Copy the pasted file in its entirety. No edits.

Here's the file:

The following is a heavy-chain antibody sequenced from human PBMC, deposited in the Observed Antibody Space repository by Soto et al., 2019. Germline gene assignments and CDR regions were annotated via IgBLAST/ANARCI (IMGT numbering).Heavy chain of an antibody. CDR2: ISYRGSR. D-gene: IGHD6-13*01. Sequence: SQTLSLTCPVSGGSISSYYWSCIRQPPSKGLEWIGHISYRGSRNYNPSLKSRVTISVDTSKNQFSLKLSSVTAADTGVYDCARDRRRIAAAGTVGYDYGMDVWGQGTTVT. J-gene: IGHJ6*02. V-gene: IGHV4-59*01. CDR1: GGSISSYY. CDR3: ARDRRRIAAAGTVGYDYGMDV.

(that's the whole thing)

The following is a heavy-chain antibody sequenced from human PBMC, deposited in the Observed Antibody Space repository by Soto et al., 2019. Germline gene assignments and CDR regions were annotated via IgBLAST/ANARCI (IMGT numbering).Heavy chain of an antibody. CDR2: ISYRGSR. D-gene: IGHD6-13*01. Sequence: SQTLSLTCPVSGGSISSYYWSCIRQPPSKGLEWIGHISYRGSRNYNPSLKSRVTISVDTSKNQFSLKLSSVTAADTGVYDCARDRRRIAAAGTVGYDYGMDVWGQGTTVT. J-gene: IGHJ6*02. V-gene: IGHV4-59*01. CDR1: GGSISSYY. CDR3: ARDRRRIAAAGTVGYDYGMDV.